So here's the thing. When I send an order to a printing shop, I never know what kind of paper I really need. So I just ask them what paper they'd propose me after I explain them the futur use of the print. (ie: flyers, congress name badges, etc.)

Since I didn't have any references, I ordered a couple of free samples from some printing company, such as Moo, Jukeboxprint, PFL and VistaPrint. Of course, it gave me an idea about their product and some paper weights, but I don't find it professionnal enough, neither complete enough.

Also, their standard seems to be quite different. For paper weight, some use "Pt", other use "#" (as in 120#). Sometimes it's "Lb", other times it's "gsm". It's really confusing. I know, there is conversion charts (ex: http://www.akeygroup.com/media/images/Paper-Equivalent-Weight.gif), but it would be nice to have a universal physical reference. Pretty much like any color reference bar :

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So, does anyone know where I can find that? If such thing exists.


  • 1
    one minor tangent: when bidding printing (at least booklet-catalog size projects) the paper is often the most expensive part. It is also the part that varies the most, so if you want bids that you can compare, require that all bids use the same paper stock. You can informally speak with them during this process about stocks that they might recommend, and then you can re-visit the paper choice with updated bids from your "short list" of potential print providers.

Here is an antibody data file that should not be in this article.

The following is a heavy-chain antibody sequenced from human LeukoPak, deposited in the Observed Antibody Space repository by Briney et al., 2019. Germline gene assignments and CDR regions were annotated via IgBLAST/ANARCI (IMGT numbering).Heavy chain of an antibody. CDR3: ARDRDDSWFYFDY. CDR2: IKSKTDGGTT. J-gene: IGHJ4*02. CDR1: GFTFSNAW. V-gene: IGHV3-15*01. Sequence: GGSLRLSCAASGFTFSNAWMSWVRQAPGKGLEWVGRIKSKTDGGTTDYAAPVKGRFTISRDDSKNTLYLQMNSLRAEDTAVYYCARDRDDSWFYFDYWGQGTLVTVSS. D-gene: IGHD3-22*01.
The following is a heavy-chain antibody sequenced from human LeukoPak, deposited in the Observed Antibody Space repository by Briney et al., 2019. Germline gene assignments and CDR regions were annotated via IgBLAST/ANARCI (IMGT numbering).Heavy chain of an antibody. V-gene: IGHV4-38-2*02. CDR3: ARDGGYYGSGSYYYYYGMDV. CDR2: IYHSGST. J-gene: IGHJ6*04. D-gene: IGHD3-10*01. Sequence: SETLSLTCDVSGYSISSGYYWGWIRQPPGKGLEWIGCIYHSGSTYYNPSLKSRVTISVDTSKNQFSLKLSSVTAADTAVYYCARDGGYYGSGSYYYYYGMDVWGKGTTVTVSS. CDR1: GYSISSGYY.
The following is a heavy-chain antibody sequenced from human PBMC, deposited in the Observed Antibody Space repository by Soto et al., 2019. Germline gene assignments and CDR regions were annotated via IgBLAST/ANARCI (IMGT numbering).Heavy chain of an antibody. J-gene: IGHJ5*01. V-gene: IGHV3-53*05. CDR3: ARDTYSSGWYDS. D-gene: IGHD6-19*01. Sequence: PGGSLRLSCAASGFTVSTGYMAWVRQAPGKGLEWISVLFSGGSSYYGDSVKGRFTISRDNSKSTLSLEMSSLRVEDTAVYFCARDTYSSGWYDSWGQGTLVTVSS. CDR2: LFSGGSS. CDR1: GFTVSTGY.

– Yorik
    Commented Nov 16, 2016 at 15:16
  • The answers below are technically fine and speak a lot of sense. From a practical, newbie point of view don't get hung up on this too much. Like fonts, find a foundation that works for you and get to know them well. Ditto a solid printer(s) who will have decent house stocks and offer reliable advice when you need a special Job - appreciate that you don't have the expertise to pick the right stock - the printer or paper merchant does. Create a swatch book (with them) of weights & finishes in your go to stock - helps with clients. Contact paper wholesalers for samples (can inspire creativity). Commented Nov 21, 2016 at 10:57

2 Answers 2


Such a thing does not exist, unfortunately. The sheer number of paper and board suppliers, the vast number of substrates that most of them produce and the constant innovation mean that you could never really have a universal standard set of papers. Even if you were to source something standard (like 150gsm semi gloss coated) from a handful of different suppliers, there would be variances in the appearance and feel of the stock from each one.

The best course of action, in my option is: